If you don’t want to wait around to sync schedules with your parents, family or friends, you don’t have to. With technology at their fingertips and transparency among travelers, women are more empowered than ever to travel the world on their own. Moreover, the rewards are a more enriching experience where you have time to self-reflect, meet locals and explore on your own time and terms.
Tuanni Price started traveling abroad once her kids were grown up, wanting to find herself. She booked herself a three-week trip to Spain in 2013 and is now moving to South Africa for her wine tour company. “I loved the fact that I could wake up and roam around randomly, eat when I wanted to and explore the small towns,” she recounts her stay in Barcelona. Price says she prefers to stay at Airbnbs so she can save money and stay longer at a destination. She also uses Airbnb experiences to meet people and share meals. Over a dinner party experience in Barcelona, she met a few singles and they ended up celebrating a fun New Year’s Eve together.
“You have to be careful about your location though,” she points out that she picks her accommodations in busy areas where there is always a security guard or doorman. The only time she felt unsafe was wandering through the streets of Paris late at night. “That is one place I would recommend staying in a nicer hotel or going with a companion,” she says referring to the mixed neighborhoods in bustling big cities.
Price also uses Uber frequently and when she finds a good driver that she feels safe with, she hires them out for the day as it allows her the flexibility to visit several areas such as wineries around Cape Town at a negotiated rate.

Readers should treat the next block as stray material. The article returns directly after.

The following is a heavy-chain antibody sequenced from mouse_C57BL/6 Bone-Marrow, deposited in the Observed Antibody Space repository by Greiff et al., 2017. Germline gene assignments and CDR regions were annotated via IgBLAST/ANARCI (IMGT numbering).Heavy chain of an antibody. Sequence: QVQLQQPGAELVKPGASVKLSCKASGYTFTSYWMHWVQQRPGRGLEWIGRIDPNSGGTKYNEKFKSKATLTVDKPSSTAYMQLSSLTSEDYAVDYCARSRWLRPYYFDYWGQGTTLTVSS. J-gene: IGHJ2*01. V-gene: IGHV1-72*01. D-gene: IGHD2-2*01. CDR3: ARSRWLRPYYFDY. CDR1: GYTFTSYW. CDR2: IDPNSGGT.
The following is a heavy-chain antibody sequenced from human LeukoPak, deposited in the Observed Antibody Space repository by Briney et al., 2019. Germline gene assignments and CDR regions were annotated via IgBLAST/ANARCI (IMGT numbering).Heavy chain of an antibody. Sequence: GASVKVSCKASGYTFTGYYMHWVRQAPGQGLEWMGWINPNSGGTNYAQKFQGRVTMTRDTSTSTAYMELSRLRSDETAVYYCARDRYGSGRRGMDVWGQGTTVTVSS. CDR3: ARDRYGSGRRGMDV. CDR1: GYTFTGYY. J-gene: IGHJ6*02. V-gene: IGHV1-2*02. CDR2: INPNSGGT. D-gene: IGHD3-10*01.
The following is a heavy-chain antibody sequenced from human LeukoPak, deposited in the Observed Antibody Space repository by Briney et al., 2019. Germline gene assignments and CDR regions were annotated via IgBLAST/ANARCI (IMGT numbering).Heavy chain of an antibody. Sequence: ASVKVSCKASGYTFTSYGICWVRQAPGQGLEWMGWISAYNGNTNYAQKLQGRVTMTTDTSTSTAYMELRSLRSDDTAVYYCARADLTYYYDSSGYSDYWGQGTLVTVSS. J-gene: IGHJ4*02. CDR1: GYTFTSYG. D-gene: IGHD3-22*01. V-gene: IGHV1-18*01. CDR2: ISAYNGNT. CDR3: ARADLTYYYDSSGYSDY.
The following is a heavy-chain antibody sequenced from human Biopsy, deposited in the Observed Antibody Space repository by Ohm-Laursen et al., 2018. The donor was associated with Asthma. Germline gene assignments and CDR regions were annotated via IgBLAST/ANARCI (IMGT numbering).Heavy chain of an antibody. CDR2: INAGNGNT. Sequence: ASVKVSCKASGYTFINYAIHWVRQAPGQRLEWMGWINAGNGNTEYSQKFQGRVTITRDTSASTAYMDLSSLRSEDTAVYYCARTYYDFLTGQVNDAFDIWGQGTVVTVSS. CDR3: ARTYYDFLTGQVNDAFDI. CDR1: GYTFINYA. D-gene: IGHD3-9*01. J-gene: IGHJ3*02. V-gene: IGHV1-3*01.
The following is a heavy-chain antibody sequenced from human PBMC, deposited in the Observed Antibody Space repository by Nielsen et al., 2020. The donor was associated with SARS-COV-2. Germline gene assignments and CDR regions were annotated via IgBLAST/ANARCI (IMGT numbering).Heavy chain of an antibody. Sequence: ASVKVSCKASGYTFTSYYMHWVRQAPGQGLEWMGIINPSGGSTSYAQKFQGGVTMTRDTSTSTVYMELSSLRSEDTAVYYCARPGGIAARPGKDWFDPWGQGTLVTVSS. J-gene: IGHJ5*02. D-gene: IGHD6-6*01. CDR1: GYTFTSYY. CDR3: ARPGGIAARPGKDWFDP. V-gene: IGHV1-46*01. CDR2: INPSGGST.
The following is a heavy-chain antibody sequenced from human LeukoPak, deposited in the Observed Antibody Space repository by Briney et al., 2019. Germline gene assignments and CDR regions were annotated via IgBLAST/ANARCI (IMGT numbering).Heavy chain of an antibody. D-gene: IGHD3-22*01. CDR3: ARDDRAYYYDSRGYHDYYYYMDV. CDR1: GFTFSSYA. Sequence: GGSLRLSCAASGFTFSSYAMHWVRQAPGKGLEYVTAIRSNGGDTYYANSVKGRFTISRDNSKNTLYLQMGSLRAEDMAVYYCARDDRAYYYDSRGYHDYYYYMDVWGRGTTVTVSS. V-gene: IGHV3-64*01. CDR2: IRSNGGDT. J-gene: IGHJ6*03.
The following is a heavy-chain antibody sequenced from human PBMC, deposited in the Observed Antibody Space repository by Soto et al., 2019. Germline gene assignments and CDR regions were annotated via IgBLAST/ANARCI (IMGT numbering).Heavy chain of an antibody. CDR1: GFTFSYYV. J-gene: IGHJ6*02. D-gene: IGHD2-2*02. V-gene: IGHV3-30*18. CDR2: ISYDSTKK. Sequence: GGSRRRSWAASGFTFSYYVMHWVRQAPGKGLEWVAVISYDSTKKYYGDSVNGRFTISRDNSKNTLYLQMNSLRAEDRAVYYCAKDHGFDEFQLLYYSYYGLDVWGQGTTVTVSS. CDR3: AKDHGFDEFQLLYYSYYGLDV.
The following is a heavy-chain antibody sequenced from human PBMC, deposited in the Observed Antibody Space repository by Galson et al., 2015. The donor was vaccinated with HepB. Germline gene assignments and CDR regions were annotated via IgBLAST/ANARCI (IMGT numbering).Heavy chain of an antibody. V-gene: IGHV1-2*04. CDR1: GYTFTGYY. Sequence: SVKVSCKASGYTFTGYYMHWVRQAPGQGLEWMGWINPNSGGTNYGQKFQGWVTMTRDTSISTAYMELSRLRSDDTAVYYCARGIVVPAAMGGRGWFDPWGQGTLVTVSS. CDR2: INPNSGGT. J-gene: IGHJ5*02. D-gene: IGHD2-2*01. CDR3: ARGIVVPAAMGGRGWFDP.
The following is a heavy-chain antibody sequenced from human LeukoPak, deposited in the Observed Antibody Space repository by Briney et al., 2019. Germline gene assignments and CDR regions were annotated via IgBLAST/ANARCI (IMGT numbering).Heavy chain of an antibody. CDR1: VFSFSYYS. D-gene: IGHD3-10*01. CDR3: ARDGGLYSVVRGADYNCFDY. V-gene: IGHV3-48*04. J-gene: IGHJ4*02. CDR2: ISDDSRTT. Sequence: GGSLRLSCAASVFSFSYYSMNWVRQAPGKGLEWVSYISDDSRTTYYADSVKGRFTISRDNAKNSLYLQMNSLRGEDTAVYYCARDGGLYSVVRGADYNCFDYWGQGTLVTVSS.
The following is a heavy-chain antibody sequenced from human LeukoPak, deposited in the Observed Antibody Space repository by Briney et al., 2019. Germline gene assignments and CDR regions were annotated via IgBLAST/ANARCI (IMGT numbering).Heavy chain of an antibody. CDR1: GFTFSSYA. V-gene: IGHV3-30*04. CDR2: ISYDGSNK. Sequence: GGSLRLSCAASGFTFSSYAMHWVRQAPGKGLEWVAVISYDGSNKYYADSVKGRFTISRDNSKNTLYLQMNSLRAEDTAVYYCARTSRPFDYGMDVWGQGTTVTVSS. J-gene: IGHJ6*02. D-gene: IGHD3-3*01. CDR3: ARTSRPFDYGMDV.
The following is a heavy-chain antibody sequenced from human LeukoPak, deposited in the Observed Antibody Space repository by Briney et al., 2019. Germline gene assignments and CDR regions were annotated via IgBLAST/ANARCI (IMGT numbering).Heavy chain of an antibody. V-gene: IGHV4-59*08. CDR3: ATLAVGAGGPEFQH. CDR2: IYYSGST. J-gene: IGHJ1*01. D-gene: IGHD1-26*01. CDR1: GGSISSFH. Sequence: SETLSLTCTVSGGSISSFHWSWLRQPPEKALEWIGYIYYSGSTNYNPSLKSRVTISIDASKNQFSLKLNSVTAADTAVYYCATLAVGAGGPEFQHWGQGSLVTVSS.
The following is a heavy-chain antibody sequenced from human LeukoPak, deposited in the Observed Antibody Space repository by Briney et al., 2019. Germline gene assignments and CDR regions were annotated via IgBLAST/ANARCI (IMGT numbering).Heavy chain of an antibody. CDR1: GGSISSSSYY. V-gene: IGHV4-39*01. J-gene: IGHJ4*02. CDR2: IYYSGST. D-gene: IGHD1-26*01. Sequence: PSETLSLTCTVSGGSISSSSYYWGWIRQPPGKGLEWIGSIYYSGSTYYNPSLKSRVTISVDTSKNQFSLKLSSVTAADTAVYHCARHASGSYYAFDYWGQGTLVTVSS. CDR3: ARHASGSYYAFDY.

At 6-feet tall, social impact consultant Tammy Freeman often stands out in a crowd when traveling abroad. When she first visited Singapore in 2000 for a study abroad program, she had culture shock. “No one told me that I will be stared at all the time like I was on TV. For us in the U.S., that is considered rude, but in some cultures it’s acceptable,” she says. She realized that the people didn’t mean any harm, so she simply smiled or waved back.
Freeman has been spending 2-3 months out of the year in Rio De Janeiro since 2016 running a social enterprise co-op. She also owns Soul and Story, an online store that offers amazing handmade goods created by women around the world. “Rio gets a bad rap for violence, like any major city, but you need to have your wits about you. It is not the place to wear your fancy shoes and gold jewelry. Just try to blend in, wear casual clothing like shorts, t-shirts, and flip flops so you don’t stand out,” she advises on traveling to Brazil.
Kenya is another country that Freeman recommends visiting for its beaches, nightlife, food and markets. Instead of bars and nightclubs, Freeman prefers hotels, wine festivals, artisanal markets and malls, for they offer a more sophisticated and safe atmosphere for solo females. She also recommends visiting places that have good access to public transportation and are easy to navigate, such as Amsterdam, Istanbul, Cape Town and Amalfi Coast.